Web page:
Apple's ex-CEO on what drives Steve Jobs and how a superbrand was built

Apple's ex-CEO on what drives Steve Jobs and how a superbrand was built

Summary: Interview: John Sculley on the early years of Apple and the tablet Cupertino was working on 20 years before the iPad...

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TOPICS: Hardware
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John Sculley Apple

Ex-Apple CEO John Sculley says Apple is so far ahead of everyone else - "it knows how to sell magic"Photo: Hult International Business School

...launch advert for the Apple Macintosh 1984. The ad depicts a Big Brother figure delivering a sermon via a giant screen that is interrupted when an athlete throws a hammer into the screen - symbolising how the Mac's originality would smash the orthodox view of what computers could do.

"The advertising was effective and it got tremendous attention for the Mac," Sculley said.

The ad became an iconic piece of marketing, whose emphasis on selling the experience of using an Apple product is still at the heart of the company's adverts today.

"Apple is so far ahead of everyone else - it knows how to sell magic. Everyone else is trying to sell technology," Sculley said.

The cost of being a trendsetter

In those early days of Apple, there were occasions when the company's ambition outstripped its capabilities and, according to Sculley, the company pushed the hardware on the original version of the Mac a bit too hard.

"When the first Mac came out, nearly all the processing power was used up in making the user interface work," he said.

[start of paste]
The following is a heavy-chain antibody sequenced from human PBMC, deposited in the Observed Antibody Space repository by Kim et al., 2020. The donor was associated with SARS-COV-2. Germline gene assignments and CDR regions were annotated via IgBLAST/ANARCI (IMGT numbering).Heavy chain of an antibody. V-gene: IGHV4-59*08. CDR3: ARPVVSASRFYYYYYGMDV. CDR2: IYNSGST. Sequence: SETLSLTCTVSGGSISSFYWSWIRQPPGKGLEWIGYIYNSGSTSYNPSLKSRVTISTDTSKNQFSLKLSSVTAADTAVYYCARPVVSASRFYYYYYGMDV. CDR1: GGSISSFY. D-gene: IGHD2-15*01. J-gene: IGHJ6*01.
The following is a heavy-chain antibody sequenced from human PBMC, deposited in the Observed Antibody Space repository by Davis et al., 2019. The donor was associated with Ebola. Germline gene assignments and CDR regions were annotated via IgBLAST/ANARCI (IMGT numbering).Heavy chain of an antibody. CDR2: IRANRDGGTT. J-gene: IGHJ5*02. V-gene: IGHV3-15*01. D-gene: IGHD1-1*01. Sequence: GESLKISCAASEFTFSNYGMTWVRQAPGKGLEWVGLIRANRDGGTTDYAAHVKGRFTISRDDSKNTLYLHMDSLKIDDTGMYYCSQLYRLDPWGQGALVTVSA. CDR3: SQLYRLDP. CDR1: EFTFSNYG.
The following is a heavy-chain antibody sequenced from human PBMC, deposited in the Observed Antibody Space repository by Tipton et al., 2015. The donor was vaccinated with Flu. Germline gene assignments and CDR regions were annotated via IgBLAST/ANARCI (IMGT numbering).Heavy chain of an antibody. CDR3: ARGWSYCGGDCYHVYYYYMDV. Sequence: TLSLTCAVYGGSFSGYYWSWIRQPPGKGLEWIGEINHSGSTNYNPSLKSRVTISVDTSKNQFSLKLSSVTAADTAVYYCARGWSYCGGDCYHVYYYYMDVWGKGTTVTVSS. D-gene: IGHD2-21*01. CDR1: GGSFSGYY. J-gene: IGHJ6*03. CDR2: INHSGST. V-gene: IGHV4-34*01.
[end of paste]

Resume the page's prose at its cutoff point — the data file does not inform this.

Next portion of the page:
"Once it ran the graphics on the screen there wasn't much left over to do anything particularly functional, so it took several more years before Moore's law enabled processors to be powerful enough for Macs to be able to do things that were really useful from a productivity standpoint."

And if the ambitions for the Mac were years ahead of their time, then the Apple Newton PDA was released more than a decade before computer processing power and telecommunications technology could fully deliver the handheld computer the Newton's designers set out to create in the early 90s.

"One of the things I've learned in high technology is that many people can see where the future is going. The hard thing is to predict exactly when it's going to happen and who's going to do it," Sculley said.

Even further ahead of the technological curve was the Knowledge Navigator computer, a concept device devised by Apple in the late 1980s.

The device was envisioned as a gesture- and speech-controlled tablet computer that accessed information linked by hypertext with the aid of software AI helpers, foreshadowing both the world wide web and modern mobile computing devices like the iPad.

"There's a transformational moment for everything - with...

Topic: Hardware

About

Nick Heath is chief reporter for TechRepublic UK. He writes about the technology that IT-decision makers need to know about, and the latest happenings in the European tech scene.

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